“Be patient toward all that is unsolved in your heart and try to love the questions themselves, like locked rooms and like books
that are now written in a very foreign tongue. Do not now seek the answers, which cannot be given you because you would not be
able to live them. And the point is, to live everything. Live the questions now. Perhaps you will then gradually, without noticing it,
live along some distant day into the answer.”
This is an excerpt from the enormously popular poet Rainer Maria Wilke, from ‘Letters to a young poet’, published after his death. He wrote a correspondence to a young man in the Austro Hungrian army between 1902 and 1908; Franz Kappus was a young man struggling with his own poetry and turned to Rilke for advice. He certainly got it. He advised Franz to look inward and not rely on the capriciousness of the market place. Rilke didn’t critique the young man’s poetry, but instead wrote with greater impact, about soul and shared profound insights about creativity, soul, reflection, relationships, sexuality, love, and life. The letters were published by Franz after Rilkes death, and have been admired as literary masterpieces. They can be read here in translation.; http://www.carrothers.com/rilke2.htm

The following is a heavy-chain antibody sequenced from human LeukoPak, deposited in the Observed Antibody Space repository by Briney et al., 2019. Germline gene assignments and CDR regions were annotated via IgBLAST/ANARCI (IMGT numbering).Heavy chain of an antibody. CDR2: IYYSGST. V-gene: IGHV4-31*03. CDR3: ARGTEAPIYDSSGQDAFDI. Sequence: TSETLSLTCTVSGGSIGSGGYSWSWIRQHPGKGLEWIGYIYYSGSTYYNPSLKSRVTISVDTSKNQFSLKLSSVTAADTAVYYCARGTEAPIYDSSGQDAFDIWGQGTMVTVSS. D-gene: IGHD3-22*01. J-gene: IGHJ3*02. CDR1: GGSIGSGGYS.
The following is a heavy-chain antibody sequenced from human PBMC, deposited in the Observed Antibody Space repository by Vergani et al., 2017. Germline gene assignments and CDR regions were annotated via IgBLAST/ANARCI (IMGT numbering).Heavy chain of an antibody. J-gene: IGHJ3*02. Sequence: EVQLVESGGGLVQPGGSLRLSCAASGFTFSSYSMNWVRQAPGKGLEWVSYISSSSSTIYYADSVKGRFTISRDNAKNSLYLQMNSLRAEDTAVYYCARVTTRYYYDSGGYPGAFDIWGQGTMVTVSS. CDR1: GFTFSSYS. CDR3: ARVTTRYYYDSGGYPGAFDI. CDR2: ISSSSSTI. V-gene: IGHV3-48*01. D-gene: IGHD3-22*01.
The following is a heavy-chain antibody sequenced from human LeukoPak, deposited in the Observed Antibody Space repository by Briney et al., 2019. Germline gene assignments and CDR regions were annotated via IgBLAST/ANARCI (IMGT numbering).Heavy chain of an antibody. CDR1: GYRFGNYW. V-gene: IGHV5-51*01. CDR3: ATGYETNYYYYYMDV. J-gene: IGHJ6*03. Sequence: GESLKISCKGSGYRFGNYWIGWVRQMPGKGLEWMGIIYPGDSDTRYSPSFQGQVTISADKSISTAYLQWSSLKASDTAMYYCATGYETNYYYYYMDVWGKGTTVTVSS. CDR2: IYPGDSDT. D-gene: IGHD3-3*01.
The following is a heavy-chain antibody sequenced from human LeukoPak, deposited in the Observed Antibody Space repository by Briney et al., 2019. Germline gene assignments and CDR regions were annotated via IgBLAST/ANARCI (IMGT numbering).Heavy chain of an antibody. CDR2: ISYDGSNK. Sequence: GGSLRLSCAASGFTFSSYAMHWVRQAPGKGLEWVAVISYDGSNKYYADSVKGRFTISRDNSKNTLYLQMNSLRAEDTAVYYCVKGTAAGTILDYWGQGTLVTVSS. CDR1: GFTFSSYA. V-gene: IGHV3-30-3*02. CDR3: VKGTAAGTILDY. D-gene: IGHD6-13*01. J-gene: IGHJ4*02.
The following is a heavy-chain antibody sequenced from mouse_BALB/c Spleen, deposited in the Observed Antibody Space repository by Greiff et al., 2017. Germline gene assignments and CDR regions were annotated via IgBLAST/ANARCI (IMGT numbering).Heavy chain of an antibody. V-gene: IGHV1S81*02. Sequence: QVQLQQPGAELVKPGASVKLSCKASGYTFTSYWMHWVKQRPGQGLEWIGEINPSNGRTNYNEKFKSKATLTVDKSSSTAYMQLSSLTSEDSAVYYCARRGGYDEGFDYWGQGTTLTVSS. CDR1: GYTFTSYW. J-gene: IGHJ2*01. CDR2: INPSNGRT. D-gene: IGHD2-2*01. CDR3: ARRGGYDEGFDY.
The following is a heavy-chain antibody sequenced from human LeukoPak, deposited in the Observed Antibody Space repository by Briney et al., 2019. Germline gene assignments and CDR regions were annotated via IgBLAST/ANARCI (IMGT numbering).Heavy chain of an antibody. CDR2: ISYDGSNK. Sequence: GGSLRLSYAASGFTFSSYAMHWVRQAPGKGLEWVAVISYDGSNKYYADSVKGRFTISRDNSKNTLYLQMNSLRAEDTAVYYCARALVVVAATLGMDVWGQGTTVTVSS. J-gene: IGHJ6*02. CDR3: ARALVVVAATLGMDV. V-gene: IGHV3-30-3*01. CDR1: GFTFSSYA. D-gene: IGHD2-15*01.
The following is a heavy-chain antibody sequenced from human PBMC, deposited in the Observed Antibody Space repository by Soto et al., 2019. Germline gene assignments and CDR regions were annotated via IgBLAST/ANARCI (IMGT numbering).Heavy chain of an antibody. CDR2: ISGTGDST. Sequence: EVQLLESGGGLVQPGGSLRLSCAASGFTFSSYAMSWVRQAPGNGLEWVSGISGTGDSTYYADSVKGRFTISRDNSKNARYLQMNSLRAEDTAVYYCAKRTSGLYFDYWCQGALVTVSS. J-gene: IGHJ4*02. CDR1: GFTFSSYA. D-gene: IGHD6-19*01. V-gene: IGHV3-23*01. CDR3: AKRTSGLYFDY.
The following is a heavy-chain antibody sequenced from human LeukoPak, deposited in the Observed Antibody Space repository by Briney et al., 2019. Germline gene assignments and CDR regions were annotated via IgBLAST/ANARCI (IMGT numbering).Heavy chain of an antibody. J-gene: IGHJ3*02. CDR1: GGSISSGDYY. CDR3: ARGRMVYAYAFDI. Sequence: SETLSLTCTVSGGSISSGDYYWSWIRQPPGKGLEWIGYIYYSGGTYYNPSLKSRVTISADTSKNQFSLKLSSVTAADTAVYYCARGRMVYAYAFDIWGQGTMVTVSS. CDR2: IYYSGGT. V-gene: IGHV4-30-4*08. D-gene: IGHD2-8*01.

Like Rumi, Rilke is a mystical wordsmith, and his words have gone on to inspire and solace in equal measure. In the words of an English poet, Lord Byron,
But words are things, and a small drop of ink,
Falling, like dew, upon a thought produces
That which makes thousands, perhaps millions think.
Lord Byron, Don Juan (written between 1818 to 1824), Canto III, Stanza 88.